also known as Glühwein
What is Mulled Wine?
This drink is to be served hot and is a traditional European winter drink because of its warmth and festive nature.
- European Christmas markets, particularly those in northern regions, are famous for their mulled wine.
- Non-alcoholic versions of this wine are also available, and are made by substituting red wine with fruit juice.
Some of the best wines to make this drink with are:
- McManis Pinot Noir
- Underwood Nouveau
- Barista Pinotage
- Bodega Garzón Tannat
- Leah Jorgensen Cellars Nisse + Hyggi
- Charles Smith The Velvet Devil Merlot
- Gundlach Bundschu Tempranillo Rosé
- Cascadian Outfitters Red Blend
- Rex Goliath Zinfandel
- Evolúció Blaufränkisch
Origin of mulled wine
This wine may have originated with the ancient Romans around 2,000 years ago, when they started to drink warm, spiced wine to ward off winter illnesses. With the extension of the Roman Empire, the practice spread around Europe. The first written recipe for mulled wine was found in the 1340 English cookbook called Forme of Cury. However, the beverage was known as Ypocras until the 1600s, when it became ‘mulled wine’. The first commercial bottle was produced in 1956 by Rudolf Kunzmann.
One serving (125g) of Mulled Wine contains:
This beverage generally uses red wine, which contains a number of polyphenols such as resveratrol, anthocyanins, catechins, and tannins, which are beneficial for health. Resveratrol, especially, benefits cardiac health. Regular and moderate consumption of red wine can decrease the risk of cancer. Also, it is effective in reducing the prevalence of blood clots and thrombi. Additionally, the spices in this wine have a host of health benefits. Many spices have antioxidant, anti-microbial, and anti-inflammatory effects, as well as potential protection against cardiovascular disease, neurodegeneration, type 2 diabetes, and cancer.
However, overconsumption of wine can result in major health complications. These include obesity, change in the brain’s functioning patterns, liver cirrhosis, pancreatitis, heart problems, strokes, different types of cancers, as well as an impact on overall immunity. It is recommended to consume alcohol responsibility and in moderation.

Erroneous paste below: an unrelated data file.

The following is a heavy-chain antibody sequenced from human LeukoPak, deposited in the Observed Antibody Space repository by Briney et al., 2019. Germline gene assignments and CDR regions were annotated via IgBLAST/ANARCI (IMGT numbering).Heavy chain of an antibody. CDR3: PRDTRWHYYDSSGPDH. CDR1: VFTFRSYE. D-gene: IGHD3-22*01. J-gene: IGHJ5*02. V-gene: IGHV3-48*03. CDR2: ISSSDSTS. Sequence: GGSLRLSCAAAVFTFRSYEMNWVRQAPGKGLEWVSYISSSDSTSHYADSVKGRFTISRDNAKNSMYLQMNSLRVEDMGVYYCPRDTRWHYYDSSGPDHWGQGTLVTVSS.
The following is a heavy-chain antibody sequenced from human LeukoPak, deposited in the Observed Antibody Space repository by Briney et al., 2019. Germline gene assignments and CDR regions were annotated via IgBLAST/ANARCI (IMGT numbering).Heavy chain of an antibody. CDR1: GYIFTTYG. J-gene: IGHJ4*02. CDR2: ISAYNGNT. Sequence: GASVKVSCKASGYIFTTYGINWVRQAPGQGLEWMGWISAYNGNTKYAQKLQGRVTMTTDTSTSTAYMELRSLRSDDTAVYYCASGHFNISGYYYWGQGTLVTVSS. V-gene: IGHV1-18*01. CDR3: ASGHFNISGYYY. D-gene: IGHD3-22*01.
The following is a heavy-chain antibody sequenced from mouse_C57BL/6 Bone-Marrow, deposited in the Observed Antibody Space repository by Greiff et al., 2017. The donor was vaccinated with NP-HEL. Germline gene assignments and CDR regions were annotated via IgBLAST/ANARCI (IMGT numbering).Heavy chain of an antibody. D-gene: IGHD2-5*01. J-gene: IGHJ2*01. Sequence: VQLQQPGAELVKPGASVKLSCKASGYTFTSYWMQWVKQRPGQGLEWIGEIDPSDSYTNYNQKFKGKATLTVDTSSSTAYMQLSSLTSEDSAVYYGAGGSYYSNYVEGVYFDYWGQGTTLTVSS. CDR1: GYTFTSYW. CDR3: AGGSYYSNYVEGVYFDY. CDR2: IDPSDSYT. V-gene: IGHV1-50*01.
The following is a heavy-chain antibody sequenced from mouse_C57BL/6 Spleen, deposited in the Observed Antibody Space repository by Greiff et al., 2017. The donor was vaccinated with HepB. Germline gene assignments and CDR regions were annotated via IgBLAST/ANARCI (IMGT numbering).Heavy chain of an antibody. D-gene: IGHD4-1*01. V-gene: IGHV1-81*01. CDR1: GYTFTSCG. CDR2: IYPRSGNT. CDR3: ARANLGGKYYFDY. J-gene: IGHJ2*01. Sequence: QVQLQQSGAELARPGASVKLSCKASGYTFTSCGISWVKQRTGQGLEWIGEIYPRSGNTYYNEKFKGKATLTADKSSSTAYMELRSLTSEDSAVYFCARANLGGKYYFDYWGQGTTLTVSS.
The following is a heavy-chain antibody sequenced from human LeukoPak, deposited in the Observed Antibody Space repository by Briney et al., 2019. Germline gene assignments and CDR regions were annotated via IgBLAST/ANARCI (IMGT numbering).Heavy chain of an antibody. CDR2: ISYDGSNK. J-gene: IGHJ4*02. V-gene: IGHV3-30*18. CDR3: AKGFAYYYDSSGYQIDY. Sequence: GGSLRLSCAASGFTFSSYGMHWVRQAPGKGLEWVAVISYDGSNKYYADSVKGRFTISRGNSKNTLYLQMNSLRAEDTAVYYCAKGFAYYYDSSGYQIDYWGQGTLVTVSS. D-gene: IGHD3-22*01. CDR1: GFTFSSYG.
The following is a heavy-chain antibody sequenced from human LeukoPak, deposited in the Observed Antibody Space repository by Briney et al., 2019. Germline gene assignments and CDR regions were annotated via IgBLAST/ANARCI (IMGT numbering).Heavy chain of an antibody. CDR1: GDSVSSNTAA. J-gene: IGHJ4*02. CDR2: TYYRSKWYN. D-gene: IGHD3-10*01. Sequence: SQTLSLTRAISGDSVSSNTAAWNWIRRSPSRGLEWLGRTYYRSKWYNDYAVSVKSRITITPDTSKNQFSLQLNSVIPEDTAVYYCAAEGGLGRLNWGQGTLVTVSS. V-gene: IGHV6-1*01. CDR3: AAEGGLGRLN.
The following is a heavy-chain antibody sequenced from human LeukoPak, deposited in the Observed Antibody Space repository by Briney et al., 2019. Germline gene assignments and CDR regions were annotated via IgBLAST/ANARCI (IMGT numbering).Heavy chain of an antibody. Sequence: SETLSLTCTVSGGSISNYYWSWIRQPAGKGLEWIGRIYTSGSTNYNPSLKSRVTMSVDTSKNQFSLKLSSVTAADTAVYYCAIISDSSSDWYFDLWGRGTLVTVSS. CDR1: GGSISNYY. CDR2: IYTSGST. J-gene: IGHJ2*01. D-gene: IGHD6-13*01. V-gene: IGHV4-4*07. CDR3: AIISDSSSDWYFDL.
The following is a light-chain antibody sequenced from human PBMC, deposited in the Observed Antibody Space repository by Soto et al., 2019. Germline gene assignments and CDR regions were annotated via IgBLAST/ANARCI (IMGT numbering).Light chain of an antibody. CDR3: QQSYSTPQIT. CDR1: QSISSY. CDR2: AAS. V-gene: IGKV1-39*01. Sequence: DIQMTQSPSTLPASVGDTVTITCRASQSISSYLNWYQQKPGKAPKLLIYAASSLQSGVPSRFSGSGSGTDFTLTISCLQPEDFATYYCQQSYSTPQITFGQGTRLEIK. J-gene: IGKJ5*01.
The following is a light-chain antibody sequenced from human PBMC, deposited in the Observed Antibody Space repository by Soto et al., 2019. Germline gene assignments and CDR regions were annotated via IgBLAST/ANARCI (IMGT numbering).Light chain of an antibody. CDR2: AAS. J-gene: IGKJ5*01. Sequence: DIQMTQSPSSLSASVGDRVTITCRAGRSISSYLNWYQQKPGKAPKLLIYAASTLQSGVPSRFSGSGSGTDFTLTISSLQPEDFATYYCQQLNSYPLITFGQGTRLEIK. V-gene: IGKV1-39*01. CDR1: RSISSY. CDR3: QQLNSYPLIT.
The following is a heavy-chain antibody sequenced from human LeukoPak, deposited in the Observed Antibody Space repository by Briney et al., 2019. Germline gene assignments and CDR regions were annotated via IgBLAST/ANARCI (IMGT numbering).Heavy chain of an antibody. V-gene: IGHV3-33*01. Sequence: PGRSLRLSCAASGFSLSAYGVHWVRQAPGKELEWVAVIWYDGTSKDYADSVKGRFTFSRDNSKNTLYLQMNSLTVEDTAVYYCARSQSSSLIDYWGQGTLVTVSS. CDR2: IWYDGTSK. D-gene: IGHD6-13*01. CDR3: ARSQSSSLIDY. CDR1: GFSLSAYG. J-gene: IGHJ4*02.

This beverage is prepared by mixing red wine with water, lemon juice, sugar, spices, and fruits, and allowing it to simmer. Then, the wine is filtered to remove the impurities and cooled before bottling. Fruity wines are best for preparing this beverage. After that, the wine must be reheated gently before serving. Homemade drinks can be stored in the refrigerator in an airtight container for up to 3 days. Store bought ones have an indefinite shelf life but must be kept in a cool and dry place, like any other red wine.
Mulled wine recipes
Recipes for this beverage can vary from region to region. Some common flavorings used are vanilla, orange peel, apple, fig, ginger, and raisins. The classic recipes use red wine but other liquors such as brandy, cognac, rum, vodka, and sherry may also be added. Here are a few recipes to try:
- Classic Mulled Wine
- Honey Mulled Wine
- Orange Spiced Wine
- Braised Red Cabbage
- Mulled Winter Soup
- Mulled Wine and Beef Casserole
- Oxtail Stew
- Mulled Wine Cookies
- Sorbet with Clove Biscuits
- Jelly Cookies
- Chocolate Cake
Alcohol is regulated by the TTB (Alcohol and Tobacco Tax and Trade Bureau) unless it is an artisanal product, in which case it is regulated by the FDA. There are strict regulations regarding the governing of any type of wine. Red wine is defined as wine produced by the normal alcoholic fermentation of the juice of grapes and is identified by color. Mulled wine is defined as a wine containing spices, and requires a statement of composition.
Lynne Murphy, The Many Ingredients of ‘Mulling’, The Wall Street Journal, https://www.wsj.com/articles/the-many-ingredients-ofmulling-1513269220
Allison Sheardy, A Complete Storage Guide for Mulled & Spiced Wine, Pinot Squirrel, https://pinotsquirrel.com/mulled-wine-storage/
Snopek, Lukas et al. “Contribution of Red Wine Consumption to Human Health Protection.” Molecules (Basel, Switzerland) vol. 23,7 1684. 11 Jul. 2018, doi:10.3390/molecules23071684, https://www.ncbi.nlm.nih.gov/pmc/articles/PMC6099584/
Vázquez-Fresno, Rosa et al. “Herbs and Spices- Biomarkers of Intake Based on Human Intervention Studies – A Systematic Review.” Genes & nutrition vol. 14 18. 22 May. 2019, doi:10.1186/s12263-019-0636-8, https://www.ncbi.nlm.nih.gov/pmc/articles/PMC6532192/